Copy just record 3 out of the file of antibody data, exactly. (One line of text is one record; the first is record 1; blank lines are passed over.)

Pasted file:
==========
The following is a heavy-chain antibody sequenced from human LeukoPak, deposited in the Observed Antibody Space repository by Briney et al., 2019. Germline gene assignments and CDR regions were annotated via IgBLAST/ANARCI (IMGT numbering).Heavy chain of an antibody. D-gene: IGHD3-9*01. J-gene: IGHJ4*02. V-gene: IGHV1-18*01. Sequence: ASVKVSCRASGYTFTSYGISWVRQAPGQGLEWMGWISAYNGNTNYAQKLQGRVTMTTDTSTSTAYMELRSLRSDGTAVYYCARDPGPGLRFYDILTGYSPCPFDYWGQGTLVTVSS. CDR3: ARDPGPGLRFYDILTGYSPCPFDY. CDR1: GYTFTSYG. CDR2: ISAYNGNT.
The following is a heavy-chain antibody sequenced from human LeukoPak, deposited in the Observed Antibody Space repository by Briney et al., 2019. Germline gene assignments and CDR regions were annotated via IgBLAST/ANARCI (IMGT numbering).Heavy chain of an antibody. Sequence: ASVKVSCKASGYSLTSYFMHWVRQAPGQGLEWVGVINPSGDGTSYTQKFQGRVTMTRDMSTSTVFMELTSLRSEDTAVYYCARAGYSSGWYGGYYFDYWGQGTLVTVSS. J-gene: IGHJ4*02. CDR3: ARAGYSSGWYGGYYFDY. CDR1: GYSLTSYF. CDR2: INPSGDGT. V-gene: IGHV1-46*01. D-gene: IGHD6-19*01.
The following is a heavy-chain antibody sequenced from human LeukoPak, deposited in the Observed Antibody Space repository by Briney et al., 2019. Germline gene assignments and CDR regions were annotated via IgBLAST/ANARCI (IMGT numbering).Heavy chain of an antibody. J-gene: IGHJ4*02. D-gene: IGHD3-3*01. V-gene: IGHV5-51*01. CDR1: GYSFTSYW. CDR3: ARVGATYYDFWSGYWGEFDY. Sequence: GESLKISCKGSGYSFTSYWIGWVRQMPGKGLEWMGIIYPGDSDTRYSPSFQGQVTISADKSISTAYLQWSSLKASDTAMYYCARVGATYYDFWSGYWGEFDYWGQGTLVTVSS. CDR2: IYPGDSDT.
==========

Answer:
The following is a heavy-chain antibody sequenced from human LeukoPak, deposited in the Observed Antibody Space repository by Briney et al., 2019. Germline gene assignments and CDR regions were annotated via IgBLAST/ANARCI (IMGT numbering).Heavy chain of an antibody. J-gene: IGHJ4*02. D-gene: IGHD3-3*01. V-gene: IGHV5-51*01. CDR1: GYSFTSYW. CDR3: ARVGATYYDFWSGYWGEFDY. Sequence: GESLKISCKGSGYSFTSYWIGWVRQMPGKGLEWMGIIYPGDSDTRYSPSFQGQVTISADKSISTAYLQWSSLKASDTAMYYCARVGATYYDFWSGYWGEFDYWGQGTLVTVSS. CDR2: IYPGDSDT.